Reserve consists of those units and individuals within the Ready Reserve designated by their
respective Services and approved by the Chairman, Joint Chiefs of Staff, as so essential to initial
wartime missions that they have priority over all other Reserves. All Selected Reservists are in an
active status. 10 USC §10143. Most members of the Army National Guard and Air National
Guard are in the Selected Reserve of the Ready Reserve, as are persons who perform paid duty
each year in the Army Reserve, Air Force Reserve, Navy Reserve, Marine Corps Reserve, and
Coast Guard Reserve. The Selected Reserve of the Ready Reserve does not include inactive or
retired Reservists.

Half of eligible immigrants sign up for deferred deportation program

August 14, 2013 by  
Filed under Families, Features

By Cindy Carcamo

August 14, 2013, 7:00 a.m.

TUCSON — Stifled by a variety of obstacles — from fees to fear — fewer than half of those eligible for immigration relief have taken advantage of an Obama administration program launched a year ago, according to a new study.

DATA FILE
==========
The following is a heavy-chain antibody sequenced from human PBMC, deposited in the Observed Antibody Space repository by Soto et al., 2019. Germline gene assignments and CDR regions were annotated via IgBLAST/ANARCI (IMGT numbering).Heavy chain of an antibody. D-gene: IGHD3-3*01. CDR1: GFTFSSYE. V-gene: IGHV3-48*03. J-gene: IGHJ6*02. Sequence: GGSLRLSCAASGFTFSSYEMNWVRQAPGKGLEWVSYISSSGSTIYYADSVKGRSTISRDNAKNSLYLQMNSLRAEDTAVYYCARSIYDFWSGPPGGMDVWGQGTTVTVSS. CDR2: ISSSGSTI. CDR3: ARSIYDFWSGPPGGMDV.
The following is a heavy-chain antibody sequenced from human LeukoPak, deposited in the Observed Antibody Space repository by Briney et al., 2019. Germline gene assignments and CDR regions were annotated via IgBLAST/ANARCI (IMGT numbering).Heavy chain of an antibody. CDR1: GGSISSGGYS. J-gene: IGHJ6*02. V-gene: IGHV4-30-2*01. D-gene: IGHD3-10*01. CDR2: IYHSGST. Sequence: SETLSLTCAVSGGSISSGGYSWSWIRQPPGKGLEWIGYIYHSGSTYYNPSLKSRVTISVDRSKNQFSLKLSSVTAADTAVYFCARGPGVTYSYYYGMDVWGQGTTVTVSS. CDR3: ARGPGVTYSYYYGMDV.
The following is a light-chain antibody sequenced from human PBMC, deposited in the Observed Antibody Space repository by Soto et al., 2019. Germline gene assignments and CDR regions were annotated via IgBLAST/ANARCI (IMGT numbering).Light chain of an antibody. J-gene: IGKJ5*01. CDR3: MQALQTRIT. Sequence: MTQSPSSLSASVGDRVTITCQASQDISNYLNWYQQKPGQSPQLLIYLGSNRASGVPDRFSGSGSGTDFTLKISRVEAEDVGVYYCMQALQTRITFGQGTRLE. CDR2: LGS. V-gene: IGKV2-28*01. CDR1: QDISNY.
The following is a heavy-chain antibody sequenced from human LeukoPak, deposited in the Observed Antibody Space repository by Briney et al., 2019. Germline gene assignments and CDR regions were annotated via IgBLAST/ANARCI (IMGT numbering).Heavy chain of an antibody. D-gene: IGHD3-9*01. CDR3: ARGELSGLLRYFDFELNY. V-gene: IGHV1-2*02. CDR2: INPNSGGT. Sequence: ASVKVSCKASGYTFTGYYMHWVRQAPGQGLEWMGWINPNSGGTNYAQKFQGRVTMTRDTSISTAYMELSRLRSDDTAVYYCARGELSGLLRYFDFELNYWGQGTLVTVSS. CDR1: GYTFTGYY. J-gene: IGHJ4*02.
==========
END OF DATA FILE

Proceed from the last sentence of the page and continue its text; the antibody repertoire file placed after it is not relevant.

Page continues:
About 49% of those eligible have applied for a work permit and a two-year reprieve from possible deportation, according to the Migration Policy Institute, a think tank in Washington D.C. that studies the worldwide movement of people.

This week marks the one-year anniversary of the implementation of the Deferred Action for Childhood Arrivals program, which is intended to protect a group of people who came to the United States as children and stayed illegally.

Currently, 1.09 million people in the nation qualify for the program, which halts the deportation of those who are under 31-years-old and meet certain requirements, the institute reported. An estimated 538,000 have applied for the program, according to the institute, which used U.S. Citizenship and Immigration Services data paired with Census Bureau statistics for its findings.

The study’s results didn’t surprise Carmen Cornejo, an adviser with The Arizona Dream Act Coalition.

Cornejo said that one of the biggest impediments for those who are in the country illegally and qualify for the program can be linked to the $465 fee. It can be financially out of reach for many low-income families, she said. Sometimes the expense can spike with complicated cases that require an attorney.